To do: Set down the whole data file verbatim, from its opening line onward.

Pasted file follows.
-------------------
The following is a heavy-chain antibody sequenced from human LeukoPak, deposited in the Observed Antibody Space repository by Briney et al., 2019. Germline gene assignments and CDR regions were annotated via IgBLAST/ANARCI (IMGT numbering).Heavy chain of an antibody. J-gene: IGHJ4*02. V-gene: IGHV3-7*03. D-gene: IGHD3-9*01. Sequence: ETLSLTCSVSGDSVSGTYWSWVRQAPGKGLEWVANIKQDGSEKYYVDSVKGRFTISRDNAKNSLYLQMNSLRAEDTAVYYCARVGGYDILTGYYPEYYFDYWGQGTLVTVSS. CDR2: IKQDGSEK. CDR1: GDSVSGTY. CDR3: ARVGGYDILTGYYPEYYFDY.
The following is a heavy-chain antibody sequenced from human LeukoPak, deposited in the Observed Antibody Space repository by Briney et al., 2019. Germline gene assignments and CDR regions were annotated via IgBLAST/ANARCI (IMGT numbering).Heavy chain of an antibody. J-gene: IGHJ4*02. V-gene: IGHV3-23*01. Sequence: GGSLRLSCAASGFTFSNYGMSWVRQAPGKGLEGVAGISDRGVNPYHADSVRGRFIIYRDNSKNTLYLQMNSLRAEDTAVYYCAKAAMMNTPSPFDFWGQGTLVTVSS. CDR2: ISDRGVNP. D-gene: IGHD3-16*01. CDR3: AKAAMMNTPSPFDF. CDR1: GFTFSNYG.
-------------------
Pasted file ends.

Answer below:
The following is a heavy-chain antibody sequenced from human LeukoPak, deposited in the Observed Antibody Space repository by Briney et al., 2019. Germline gene assignments and CDR regions were annotated via IgBLAST/ANARCI (IMGT numbering).Heavy chain of an antibody. J-gene: IGHJ4*02. V-gene: IGHV3-7*03. D-gene: IGHD3-9*01. Sequence: ETLSLTCSVSGDSVSGTYWSWVRQAPGKGLEWVANIKQDGSEKYYVDSVKGRFTISRDNAKNSLYLQMNSLRAEDTAVYYCARVGGYDILTGYYPEYYFDYWGQGTLVTVSS. CDR2: IKQDGSEK. CDR1: GDSVSGTY. CDR3: ARVGGYDILTGYYPEYYFDY.
The following is a heavy-chain antibody sequenced from human LeukoPak, deposited in the Observed Antibody Space repository by Briney et al., 2019. Germline gene assignments and CDR regions were annotated via IgBLAST/ANARCI (IMGT numbering).Heavy chain of an antibody. J-gene: IGHJ4*02. V-gene: IGHV3-23*01. Sequence: GGSLRLSCAASGFTFSNYGMSWVRQAPGKGLEGVAGISDRGVNPYHADSVRGRFIIYRDNSKNTLYLQMNSLRAEDTAVYYCAKAAMMNTPSPFDFWGQGTLVTVSS. CDR2: ISDRGVNP. D-gene: IGHD3-16*01. CDR3: AKAAMMNTPSPFDF. CDR1: GFTFSNYG.